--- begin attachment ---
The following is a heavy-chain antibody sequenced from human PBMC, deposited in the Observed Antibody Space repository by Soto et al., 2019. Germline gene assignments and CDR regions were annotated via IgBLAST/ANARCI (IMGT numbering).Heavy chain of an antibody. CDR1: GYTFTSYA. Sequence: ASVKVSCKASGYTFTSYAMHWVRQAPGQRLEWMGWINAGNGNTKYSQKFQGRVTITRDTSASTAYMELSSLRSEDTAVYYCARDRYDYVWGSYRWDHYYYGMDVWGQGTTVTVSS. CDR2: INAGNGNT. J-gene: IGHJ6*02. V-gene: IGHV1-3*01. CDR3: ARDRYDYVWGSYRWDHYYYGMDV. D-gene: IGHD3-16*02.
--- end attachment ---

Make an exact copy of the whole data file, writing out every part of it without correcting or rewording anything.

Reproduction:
The following is a heavy-chain antibody sequenced from human PBMC, deposited in the Observed Antibody Space repository by Soto et al., 2019. Germline gene assignments and CDR regions were annotated via IgBLAST/ANARCI (IMGT numbering).Heavy chain of an antibody. CDR1: GYTFTSYA. Sequence: ASVKVSCKASGYTFTSYAMHWVRQAPGQRLEWMGWINAGNGNTKYSQKFQGRVTITRDTSASTAYMELSSLRSEDTAVYYCARDRYDYVWGSYRWDHYYYGMDVWGQGTTVTVSS. CDR2: INAGNGNT. J-gene: IGHJ6*02. V-gene: IGHV1-3*01. CDR3: ARDRYDYVWGSYRWDHYYYGMDV. D-gene: IGHD3-16*02.